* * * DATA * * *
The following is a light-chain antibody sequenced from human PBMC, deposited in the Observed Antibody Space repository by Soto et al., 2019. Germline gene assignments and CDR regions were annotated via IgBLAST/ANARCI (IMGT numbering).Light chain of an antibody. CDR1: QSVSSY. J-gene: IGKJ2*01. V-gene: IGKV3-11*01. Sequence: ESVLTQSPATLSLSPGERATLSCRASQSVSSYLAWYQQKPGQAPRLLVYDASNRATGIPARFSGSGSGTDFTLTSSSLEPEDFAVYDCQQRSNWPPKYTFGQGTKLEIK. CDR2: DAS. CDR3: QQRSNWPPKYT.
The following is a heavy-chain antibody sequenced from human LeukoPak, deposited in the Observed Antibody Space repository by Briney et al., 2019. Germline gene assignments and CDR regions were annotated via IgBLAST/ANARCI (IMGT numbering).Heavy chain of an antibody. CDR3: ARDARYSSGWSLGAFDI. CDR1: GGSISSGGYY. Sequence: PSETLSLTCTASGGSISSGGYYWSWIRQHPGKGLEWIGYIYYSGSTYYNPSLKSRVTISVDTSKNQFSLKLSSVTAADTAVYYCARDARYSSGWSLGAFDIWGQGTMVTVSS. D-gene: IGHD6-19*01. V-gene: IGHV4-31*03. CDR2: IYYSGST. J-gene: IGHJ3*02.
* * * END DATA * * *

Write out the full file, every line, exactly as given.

The following is a light-chain antibody sequenced from human PBMC, deposited in the Observed Antibody Space repository by Soto et al., 2019. Germline gene assignments and CDR regions were annotated via IgBLAST/ANARCI (IMGT numbering).Light chain of an antibody. CDR1: QSVSSY. J-gene: IGKJ2*01. V-gene: IGKV3-11*01. Sequence: ESVLTQSPATLSLSPGERATLSCRASQSVSSYLAWYQQKPGQAPRLLVYDASNRATGIPARFSGSGSGTDFTLTSSSLEPEDFAVYDCQQRSNWPPKYTFGQGTKLEIK. CDR2: DAS. CDR3: QQRSNWPPKYT.
The following is a heavy-chain antibody sequenced from human LeukoPak, deposited in the Observed Antibody Space repository by Briney et al., 2019. Germline gene assignments and CDR regions were annotated via IgBLAST/ANARCI (IMGT numbering).Heavy chain of an antibody. CDR3: ARDARYSSGWSLGAFDI. CDR1: GGSISSGGYY. Sequence: PSETLSLTCTASGGSISSGGYYWSWIRQHPGKGLEWIGYIYYSGSTYYNPSLKSRVTISVDTSKNQFSLKLSSVTAADTAVYYCARDARYSSGWSLGAFDIWGQGTMVTVSS. D-gene: IGHD6-19*01. V-gene: IGHV4-31*03. CDR2: IYYSGST. J-gene: IGHJ3*02.